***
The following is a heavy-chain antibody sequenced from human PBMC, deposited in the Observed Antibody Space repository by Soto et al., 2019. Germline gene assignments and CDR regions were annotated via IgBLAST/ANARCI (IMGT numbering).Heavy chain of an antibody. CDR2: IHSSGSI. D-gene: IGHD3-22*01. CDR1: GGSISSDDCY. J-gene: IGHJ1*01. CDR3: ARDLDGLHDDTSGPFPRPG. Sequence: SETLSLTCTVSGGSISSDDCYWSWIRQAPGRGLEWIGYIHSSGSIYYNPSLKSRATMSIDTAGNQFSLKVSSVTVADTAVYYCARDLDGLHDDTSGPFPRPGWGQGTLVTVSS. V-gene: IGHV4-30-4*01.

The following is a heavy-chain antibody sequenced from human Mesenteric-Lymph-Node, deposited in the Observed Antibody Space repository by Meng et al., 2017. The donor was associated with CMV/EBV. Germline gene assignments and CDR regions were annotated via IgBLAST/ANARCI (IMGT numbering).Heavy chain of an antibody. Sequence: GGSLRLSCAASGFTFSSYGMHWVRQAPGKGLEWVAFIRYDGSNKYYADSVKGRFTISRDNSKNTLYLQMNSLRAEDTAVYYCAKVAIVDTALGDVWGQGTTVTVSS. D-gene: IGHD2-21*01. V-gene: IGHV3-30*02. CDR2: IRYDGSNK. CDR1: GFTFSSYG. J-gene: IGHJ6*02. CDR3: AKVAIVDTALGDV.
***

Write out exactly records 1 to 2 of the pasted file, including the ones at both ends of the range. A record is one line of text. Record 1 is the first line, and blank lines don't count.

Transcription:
The following is a heavy-chain antibody sequenced from human PBMC, deposited in the Observed Antibody Space repository by Soto et al., 2019. Germline gene assignments and CDR regions were annotated via IgBLAST/ANARCI (IMGT numbering).Heavy chain of an antibody. CDR2: IHSSGSI. D-gene: IGHD3-22*01. CDR1: GGSISSDDCY. J-gene: IGHJ1*01. CDR3: ARDLDGLHDDTSGPFPRPG. Sequence: SETLSLTCTVSGGSISSDDCYWSWIRQAPGRGLEWIGYIHSSGSIYYNPSLKSRATMSIDTAGNQFSLKVSSVTVADTAVYYCARDLDGLHDDTSGPFPRPGWGQGTLVTVSS. V-gene: IGHV4-30-4*01.

The following is a heavy-chain antibody sequenced from human Mesenteric-Lymph-Node, deposited in the Observed Antibody Space repository by Meng et al., 2017. The donor was associated with CMV/EBV. Germline gene assignments and CDR regions were annotated via IgBLAST/ANARCI (IMGT numbering).Heavy chain of an antibody. Sequence: GGSLRLSCAASGFTFSSYGMHWVRQAPGKGLEWVAFIRYDGSNKYYADSVKGRFTISRDNSKNTLYLQMNSLRAEDTAVYYCAKVAIVDTALGDVWGQGTTVTVSS. D-gene: IGHD2-21*01. V-gene: IGHV3-30*02. CDR2: IRYDGSNK. CDR1: GFTFSSYG. J-gene: IGHJ6*02. CDR3: AKVAIVDTALGDV.